The genesis of sectarian violence
It is not a fairytale. Not very long ago, Muharram was not the season of sectarian violence and mayhem; people of all sects would attend the Majalis under the same roof to pay homage to the great martyrs of Islam. While the Shias would move in processions, the Sunnis would line up along the routes and manage the sabeels. Indeed, the rise of sectarian violence in Pakistan is a recent phenomenon.
Pakistanis are not sectarian-minded and for most of the country’s history, people of different sects have co-existed peacefully. Nevertheless, sectarian scourge in its current form is certainly deep-rooted and cannot be eliminated easily. It is being systematically fanned by misguided adventurers and religious bigots. An unfortunate combination of vested interests, misplaced policies and discriminatory laws has drastically reduced the scope for a religiously tolerant state and society in Pakistan.
Communalism, religious intolerance and sectarian violence are ugly scars on the face of any society; these are certainly an anti-thesis to the teachings of Islam. The word ‘Islam’ means peace and harmony. As a matter of doctrine, it forbids bigotry and fanaticism. What to talk of intra-Islam harmony, it pursues generosity and tolerance towards the followers of other religions as well. It is interesting to refer to Quaid-i-Azam Mohammad Ali Jinnah’s address to the Constituent Assembly on August 11, 1947: “…....you are free to go to your temples; you are free to go to your mosques or to any other place of worship…....You may belong to any religion or caste or creed - that has nothing to do with the business of the state.” This speech came under similar circumstances when post-partition communal violence was at its peak.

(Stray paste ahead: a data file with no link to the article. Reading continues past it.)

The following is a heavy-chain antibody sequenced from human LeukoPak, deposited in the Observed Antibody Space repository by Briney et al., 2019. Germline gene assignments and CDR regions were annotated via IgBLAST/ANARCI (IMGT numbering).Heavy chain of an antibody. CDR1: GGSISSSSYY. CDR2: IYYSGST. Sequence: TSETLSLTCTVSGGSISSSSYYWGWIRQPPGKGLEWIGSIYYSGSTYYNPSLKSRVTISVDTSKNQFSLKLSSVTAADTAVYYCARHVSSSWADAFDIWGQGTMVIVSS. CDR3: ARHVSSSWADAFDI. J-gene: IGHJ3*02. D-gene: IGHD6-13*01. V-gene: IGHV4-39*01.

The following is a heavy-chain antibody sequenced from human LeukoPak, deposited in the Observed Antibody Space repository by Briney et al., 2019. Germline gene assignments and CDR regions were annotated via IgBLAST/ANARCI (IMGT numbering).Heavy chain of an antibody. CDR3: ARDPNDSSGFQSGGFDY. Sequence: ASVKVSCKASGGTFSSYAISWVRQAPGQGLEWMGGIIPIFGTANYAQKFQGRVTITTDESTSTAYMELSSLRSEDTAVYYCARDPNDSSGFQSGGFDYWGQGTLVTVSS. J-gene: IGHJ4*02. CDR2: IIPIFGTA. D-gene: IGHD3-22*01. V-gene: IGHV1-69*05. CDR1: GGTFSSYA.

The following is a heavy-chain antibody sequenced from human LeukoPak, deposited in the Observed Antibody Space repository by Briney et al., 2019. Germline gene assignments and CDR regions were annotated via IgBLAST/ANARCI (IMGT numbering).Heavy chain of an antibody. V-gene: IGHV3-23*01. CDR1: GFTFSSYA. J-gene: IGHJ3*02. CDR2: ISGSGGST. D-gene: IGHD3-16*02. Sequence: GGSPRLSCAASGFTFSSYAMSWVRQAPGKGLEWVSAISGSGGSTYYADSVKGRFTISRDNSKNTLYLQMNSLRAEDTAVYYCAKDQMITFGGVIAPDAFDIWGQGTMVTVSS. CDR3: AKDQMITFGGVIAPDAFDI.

The expanse of sectarian extremism has enhanced over the last three to four decades. Earlier, it was confined to rural pockets; now it haunts major metropolitan centres as well. In good old days, sectarian violence used to spark up spontaneously and then subside quickly to give way to peace. Now it is a perpetual activity spanning over the entire year.
The older version of extremism was a reactive response to objectionable utterances or actions of rival sect, now it is a proactive and premeditated activity, incorporating a shade of battles for turf. Earlier, weapons were glass bottles and knives, now we face grenades and bombs.
Another factor sustaining the sectarian intolerance is its politicisation. Sectarian parties have entered the arena of politics; clerics contest elections on sectarian, rather than Islamic basis. Sectarian intolerance is now the springboard for political dividend. Even mainstream political parties like to have electoral adjustment with sectarian clerics-turned politicians.
The conflict between sectarian groups is not merely ideological; often it is impelled by the desire to obtain political power. Undue patronage of the clergy by various governments has steadily raised their public profile and influence, culminating in a larger than life political clout of sectarian parties.